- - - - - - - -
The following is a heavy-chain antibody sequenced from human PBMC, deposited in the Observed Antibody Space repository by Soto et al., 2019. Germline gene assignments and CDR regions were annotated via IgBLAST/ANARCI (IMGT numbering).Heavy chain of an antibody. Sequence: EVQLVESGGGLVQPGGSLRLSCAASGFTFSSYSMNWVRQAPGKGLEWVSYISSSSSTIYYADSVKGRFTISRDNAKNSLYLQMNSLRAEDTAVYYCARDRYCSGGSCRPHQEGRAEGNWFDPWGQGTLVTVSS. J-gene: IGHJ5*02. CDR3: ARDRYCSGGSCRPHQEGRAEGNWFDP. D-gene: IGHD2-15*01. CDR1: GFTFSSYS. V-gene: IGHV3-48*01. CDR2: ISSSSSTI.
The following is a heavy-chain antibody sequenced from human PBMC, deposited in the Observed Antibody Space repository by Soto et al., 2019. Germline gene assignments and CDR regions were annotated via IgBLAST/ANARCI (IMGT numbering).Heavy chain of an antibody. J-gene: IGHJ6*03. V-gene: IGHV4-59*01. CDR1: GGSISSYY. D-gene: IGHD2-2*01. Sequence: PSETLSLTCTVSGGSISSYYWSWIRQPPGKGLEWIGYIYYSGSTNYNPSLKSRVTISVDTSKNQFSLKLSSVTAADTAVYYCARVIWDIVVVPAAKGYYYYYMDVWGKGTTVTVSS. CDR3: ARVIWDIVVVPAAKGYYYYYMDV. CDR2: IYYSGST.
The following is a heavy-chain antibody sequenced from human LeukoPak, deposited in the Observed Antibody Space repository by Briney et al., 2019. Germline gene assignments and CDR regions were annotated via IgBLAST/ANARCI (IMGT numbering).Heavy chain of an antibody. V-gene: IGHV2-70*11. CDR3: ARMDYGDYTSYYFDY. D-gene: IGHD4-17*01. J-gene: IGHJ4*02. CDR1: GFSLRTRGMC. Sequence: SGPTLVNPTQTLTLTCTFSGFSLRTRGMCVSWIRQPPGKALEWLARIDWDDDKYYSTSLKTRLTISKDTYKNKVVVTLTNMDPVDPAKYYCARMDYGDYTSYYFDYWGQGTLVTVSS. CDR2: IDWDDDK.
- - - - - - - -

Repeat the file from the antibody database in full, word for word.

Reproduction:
The following is a heavy-chain antibody sequenced from human PBMC, deposited in the Observed Antibody Space repository by Soto et al., 2019. Germline gene assignments and CDR regions were annotated via IgBLAST/ANARCI (IMGT numbering).Heavy chain of an antibody. Sequence: EVQLVESGGGLVQPGGSLRLSCAASGFTFSSYSMNWVRQAPGKGLEWVSYISSSSSTIYYADSVKGRFTISRDNAKNSLYLQMNSLRAEDTAVYYCARDRYCSGGSCRPHQEGRAEGNWFDPWGQGTLVTVSS. J-gene: IGHJ5*02. CDR3: ARDRYCSGGSCRPHQEGRAEGNWFDP. D-gene: IGHD2-15*01. CDR1: GFTFSSYS. V-gene: IGHV3-48*01. CDR2: ISSSSSTI.
The following is a heavy-chain antibody sequenced from human PBMC, deposited in the Observed Antibody Space repository by Soto et al., 2019. Germline gene assignments and CDR regions were annotated via IgBLAST/ANARCI (IMGT numbering).Heavy chain of an antibody. J-gene: IGHJ6*03. V-gene: IGHV4-59*01. CDR1: GGSISSYY. D-gene: IGHD2-2*01. Sequence: PSETLSLTCTVSGGSISSYYWSWIRQPPGKGLEWIGYIYYSGSTNYNPSLKSRVTISVDTSKNQFSLKLSSVTAADTAVYYCARVIWDIVVVPAAKGYYYYYMDVWGKGTTVTVSS. CDR3: ARVIWDIVVVPAAKGYYYYYMDV. CDR2: IYYSGST.
The following is a heavy-chain antibody sequenced from human LeukoPak, deposited in the Observed Antibody Space repository by Briney et al., 2019. Germline gene assignments and CDR regions were annotated via IgBLAST/ANARCI (IMGT numbering).Heavy chain of an antibody. V-gene: IGHV2-70*11. CDR3: ARMDYGDYTSYYFDY. D-gene: IGHD4-17*01. J-gene: IGHJ4*02. CDR1: GFSLRTRGMC. Sequence: SGPTLVNPTQTLTLTCTFSGFSLRTRGMCVSWIRQPPGKALEWLARIDWDDDKYYSTSLKTRLTISKDTYKNKVVVTLTNMDPVDPAKYYCARMDYGDYTSYYFDYWGQGTLVTVSS. CDR2: IDWDDDK.